Amie Miller has a go-to spot for conducting job interviews: a gray, L-shaped couch. The problem is it is everyone else’s favorite spot, too.

“We’ve reached peak couch,” says Miller, the chief talent officer at TBWA Worldwide.

The advertising agency now boasts 15 sofas in its Manhattan office space, up from five a year ago. The living-room-like accessories range from an armless sectional to a boxy, geometric “big-lounge” model.

Companies have long tried to make offices less stuffy by creating collaboration spaces , chef-driven restaurants, outdoor terraces and even signature scents . The thinking was that if the office were more enjoyable, workers would spend more time there.

Some of these initiatives have come and gone with the free laundry and dry cleaning . The couch, however, is finding long-term fans among executives and the rank-and-file. As fewer workers swipe in, there is more square footage and couches are showing up in individual offices, common spaces and even hallways.

Workers say they feel more comfortable. Managers say it helps them dream up big ideas.

“It cuts the nerves,” says Jonathan Hastings , senior director of business development at Sensis, an advertising agency in Glendale, Calif.

Global architecture and design firm Gensler estimates that demand for couch installations in redesigned office spaces rose 25% in the past year. Retailer Room & Board says sofa sales for its business customers are also up 25%. One of its top sellers: The $2,499 André model, in ink blue, at 89 inches long.

Flophouse aesthetic

Carla Jaspers , a Duxbury, Mass., ergonomics consultant for individuals and employers, says she sees three or four clients a week who have back and neck issues that can stem from balancing a laptop while working from a couch.

Clients lie down. They put their feet up. They hunch forward to stare at a screen.

“We’ve devolved a little bit into a flophouse aesthetic,” says Jaspers.

Jaspers says that working on the couch can be OK in short bursts, but most adults need to be seated or standing with a computer on a desk or other flat surface most of the time.

“The alignment that I’m looking for in a client really goes out the window with a couch,” she says.

Upholstery cleaners have other concerns, noting that when iced-coffee season and office happy hours meet work-couch culture, the challenges can multiply.

“There’s no way I’m going to get red Gatorade off a white sofa, but we’re able to get most things,” says Jose Smith , owner of 1st Class Furniture and Carpet Care, which cleans offices in Orange County, Calif.

Smith says the real problem isn’t that people are behaving like they would at their house, it is that they are treating their companies’ furniture much worse than they would ever treat their own.

“There’s people eating on them,” he says, adding that in the past two years as more companies have bought more office couches, his business has increased 20%.

The new couch office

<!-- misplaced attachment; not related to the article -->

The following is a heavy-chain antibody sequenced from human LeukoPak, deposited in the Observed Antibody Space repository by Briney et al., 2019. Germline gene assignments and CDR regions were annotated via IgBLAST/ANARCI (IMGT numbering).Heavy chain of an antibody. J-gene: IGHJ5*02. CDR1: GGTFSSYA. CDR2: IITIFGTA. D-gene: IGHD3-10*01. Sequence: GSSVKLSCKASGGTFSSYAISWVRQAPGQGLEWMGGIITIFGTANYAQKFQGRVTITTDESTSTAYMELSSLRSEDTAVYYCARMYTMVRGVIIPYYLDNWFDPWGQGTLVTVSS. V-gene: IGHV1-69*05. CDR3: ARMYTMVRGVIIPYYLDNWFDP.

John McNeil , who runs a marketing agency in Berkeley, Calif., says couches have been critical to getting employees to show up in the office more. The firm added two in the past six months, bringing the total to six.

When he calls a meeting in his office, people first head for the couch, aiming for the ends. Nobody wants to sit in the middle.

“Creative people work better together, and working together better starts with a couch,” he says.

The ideal office couch height is 18.5 inches high, with a seat depth of 22 inches, and offering a “firm sit,” says Gensler’s design director Kelly Dubisar .

Those dimensions invoke an alert working conversation, she says: “It’s not really a place to lay down.”

Doug Heiferman has trained over 500 small-business owners in upholstery cleaning. These firms can make up to $350 an office visit, depending on the fabrics and furniture that need deep cleaning. The bill can run higher when offices have lifestyle spaces with fancy kitchens and lounges or entertainment areas.

His best advice to office couch buyers: Patterned upholstery hides stains while earth-tone fabric makes them show more. Whatever the color and texture, he says, fabric protector is always a good idea.

Wake-up calls

Executive offices and cubicles are being turned into lounges and huddle rooms, which accounted for 19.3% of office space in 2023, compared with 12% prepandemic, according to WeWork ’s Global Office Trends report.

Lauren Lapitan is WeWork’s community lead for three floors of a New York City building where more than 100 small businesses co-work. She acts as a liaison between those clients and the building’s maintenance staff, but spends an increasing chunk of her day policing the couches.

Lapitan says she frequently has to wake up people who snore because they are disrupting others’ Zoom calls.

“I’ve had to tap them. Sometimes it’s not enough and I have to shake them a bit, and they get cranky,” she says.

A poll of more than 700 U.S. workers found that employees are split on the rise of office couches. Only a third of respondents said they liked them. The rest said they were attractive but uncomfortable, comfortable but ugly or just not appealing on either level, according to CivicScience, a consumer-analytics firm that conducted the survey this past month.

John Dick , chief executive of the marketing and polling firm, likes to get comfy on his favorite blue couch at the office. He kicks off his shoes and works with his computer in his lap. He is careful only to do it when colleagues aren’t around, and says he listens for the ding of the elevator doors.

“I wouldn’t want my employees to come in with me looking like that,” he says.

Write to Anne Marie Chaker at